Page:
November 2020

What do possums and Taylor Swift have in common?

If you know anything about possums they are the only marsupial in North America and they have a ton of teeth-up to 50! They also have an involuntary defense mechanism where they play dead in front of predators. (You may have heard the phrase "play possum".)

Not only is this mechanism involuntary, it's strangely effective. More akin to a medical state of shock, their heart rate lowers, their respiration slows, their lips curl back, they foam at the mouth, and they secrete a foul, dead or sick, stench from their anal glands that disuade predators from eating them.

While this is cool, this is also NOT why I think we should emulate posssums.

I think we should emulate possums because of what they do next. It's the same thing they have in common with Taylor Swift.

They "shake it off".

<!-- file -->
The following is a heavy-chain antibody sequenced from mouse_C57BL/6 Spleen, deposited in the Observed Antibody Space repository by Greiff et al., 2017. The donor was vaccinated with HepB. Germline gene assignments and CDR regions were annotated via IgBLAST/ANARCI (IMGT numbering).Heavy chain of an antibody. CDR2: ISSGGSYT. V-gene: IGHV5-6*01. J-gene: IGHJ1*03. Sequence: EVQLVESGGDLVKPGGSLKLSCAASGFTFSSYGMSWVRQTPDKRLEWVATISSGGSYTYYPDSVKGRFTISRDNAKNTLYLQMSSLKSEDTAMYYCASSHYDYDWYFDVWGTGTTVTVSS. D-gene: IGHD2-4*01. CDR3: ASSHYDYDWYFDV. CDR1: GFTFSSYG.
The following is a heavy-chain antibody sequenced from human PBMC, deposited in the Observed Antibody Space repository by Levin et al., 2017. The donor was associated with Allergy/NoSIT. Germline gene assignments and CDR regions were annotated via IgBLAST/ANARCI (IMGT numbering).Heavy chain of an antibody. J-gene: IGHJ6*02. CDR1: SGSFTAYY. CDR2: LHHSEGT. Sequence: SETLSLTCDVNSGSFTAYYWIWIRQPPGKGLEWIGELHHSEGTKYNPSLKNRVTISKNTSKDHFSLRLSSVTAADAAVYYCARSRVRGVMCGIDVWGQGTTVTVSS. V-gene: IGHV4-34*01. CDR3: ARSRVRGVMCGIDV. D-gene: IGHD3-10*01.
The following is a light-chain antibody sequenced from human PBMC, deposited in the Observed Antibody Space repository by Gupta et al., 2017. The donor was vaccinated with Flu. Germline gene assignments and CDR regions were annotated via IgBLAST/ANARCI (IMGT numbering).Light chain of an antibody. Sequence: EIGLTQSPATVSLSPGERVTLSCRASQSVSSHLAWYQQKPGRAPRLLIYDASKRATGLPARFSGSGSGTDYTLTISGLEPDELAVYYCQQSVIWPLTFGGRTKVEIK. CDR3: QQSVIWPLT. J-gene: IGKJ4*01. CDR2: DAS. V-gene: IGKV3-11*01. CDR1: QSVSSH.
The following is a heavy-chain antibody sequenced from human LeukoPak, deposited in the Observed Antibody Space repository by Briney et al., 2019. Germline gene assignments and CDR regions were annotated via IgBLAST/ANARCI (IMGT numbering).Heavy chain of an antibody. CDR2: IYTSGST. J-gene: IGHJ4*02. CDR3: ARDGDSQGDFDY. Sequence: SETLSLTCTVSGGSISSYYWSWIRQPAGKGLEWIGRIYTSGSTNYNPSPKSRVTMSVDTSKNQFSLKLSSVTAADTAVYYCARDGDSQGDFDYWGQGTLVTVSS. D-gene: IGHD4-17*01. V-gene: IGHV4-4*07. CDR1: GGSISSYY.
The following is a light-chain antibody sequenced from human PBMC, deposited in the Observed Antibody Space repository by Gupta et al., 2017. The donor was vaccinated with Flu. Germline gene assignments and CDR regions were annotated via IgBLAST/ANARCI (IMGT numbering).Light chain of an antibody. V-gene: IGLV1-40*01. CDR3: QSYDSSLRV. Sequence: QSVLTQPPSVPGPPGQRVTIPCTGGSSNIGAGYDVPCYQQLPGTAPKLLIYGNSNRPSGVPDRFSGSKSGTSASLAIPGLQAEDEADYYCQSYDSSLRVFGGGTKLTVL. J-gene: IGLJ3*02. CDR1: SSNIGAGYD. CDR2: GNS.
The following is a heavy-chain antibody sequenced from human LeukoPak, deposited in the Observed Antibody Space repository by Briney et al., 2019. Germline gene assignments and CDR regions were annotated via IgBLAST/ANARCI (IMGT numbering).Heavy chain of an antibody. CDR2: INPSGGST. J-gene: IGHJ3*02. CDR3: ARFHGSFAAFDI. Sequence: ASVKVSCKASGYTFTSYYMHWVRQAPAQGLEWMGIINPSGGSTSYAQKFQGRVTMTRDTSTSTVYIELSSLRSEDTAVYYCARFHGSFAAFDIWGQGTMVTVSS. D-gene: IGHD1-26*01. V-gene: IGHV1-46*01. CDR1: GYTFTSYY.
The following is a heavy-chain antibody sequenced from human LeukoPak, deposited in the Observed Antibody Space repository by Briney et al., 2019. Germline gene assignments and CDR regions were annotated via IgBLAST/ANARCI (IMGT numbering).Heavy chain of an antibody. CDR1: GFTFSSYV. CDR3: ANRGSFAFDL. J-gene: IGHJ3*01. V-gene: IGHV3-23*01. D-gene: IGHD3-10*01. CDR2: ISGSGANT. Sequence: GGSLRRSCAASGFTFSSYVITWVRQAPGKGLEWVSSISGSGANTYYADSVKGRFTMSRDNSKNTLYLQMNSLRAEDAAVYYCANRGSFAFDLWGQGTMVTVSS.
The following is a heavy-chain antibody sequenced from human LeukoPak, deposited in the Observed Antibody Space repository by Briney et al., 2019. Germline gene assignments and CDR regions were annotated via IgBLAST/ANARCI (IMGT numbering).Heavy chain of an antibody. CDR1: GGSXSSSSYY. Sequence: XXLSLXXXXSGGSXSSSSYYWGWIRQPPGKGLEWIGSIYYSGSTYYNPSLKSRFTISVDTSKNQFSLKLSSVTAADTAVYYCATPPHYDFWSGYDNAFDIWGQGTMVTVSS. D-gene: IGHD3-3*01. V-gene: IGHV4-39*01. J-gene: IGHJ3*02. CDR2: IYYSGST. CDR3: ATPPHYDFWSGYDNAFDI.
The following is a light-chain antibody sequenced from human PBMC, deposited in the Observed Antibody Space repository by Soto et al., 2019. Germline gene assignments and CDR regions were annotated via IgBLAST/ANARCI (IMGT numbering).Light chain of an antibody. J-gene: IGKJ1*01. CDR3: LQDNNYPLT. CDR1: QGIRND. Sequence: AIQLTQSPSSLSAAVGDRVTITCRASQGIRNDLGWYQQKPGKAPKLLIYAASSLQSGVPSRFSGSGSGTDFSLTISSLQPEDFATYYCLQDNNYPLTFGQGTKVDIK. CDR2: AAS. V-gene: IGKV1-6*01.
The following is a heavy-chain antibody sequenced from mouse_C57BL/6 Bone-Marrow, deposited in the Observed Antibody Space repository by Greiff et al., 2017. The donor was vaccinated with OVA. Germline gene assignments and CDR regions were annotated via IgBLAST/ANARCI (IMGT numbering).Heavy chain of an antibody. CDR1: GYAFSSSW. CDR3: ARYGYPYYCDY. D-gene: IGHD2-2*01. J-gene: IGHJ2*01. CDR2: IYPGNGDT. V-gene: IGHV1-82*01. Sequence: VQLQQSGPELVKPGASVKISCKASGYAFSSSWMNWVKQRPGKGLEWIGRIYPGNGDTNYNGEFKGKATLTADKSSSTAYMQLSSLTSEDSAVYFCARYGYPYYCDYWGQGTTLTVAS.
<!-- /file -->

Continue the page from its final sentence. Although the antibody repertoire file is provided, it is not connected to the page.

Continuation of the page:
So, let's review. The possum gets scared half to death, literally, as it almost gets eaten by a coyote. The coyote is completely grossed out by such a foul smelling animal and leaves it behind in search of a more appetizing meal.

I don't know about you but when I have a stressful event of this magnitude, I take a moment (or days or months) to gather myself, try to overthink my way out of it, and resume regular life as soon as I'm able.

Possums don't do that.

As soon as the threat of the coyote is gone, the possum begins to shake aggressively. Its little paws claw the air, their jaws start moving, their snouts pretend to retaliate in a "better late than never" attempt to defend themselves.

What they're doing, according to twins, Dr. Emily Nagoski and Dr. Amelia Nagoski, is completing the stress cycle as outlined in their book "Burnout: The secret to solving the stress cycle".

Interestingly, the possum is able to return to the wild in a coherent state without displaying the type of PTSD that would be found in human counterparts faced with a stressor of the same magnitude.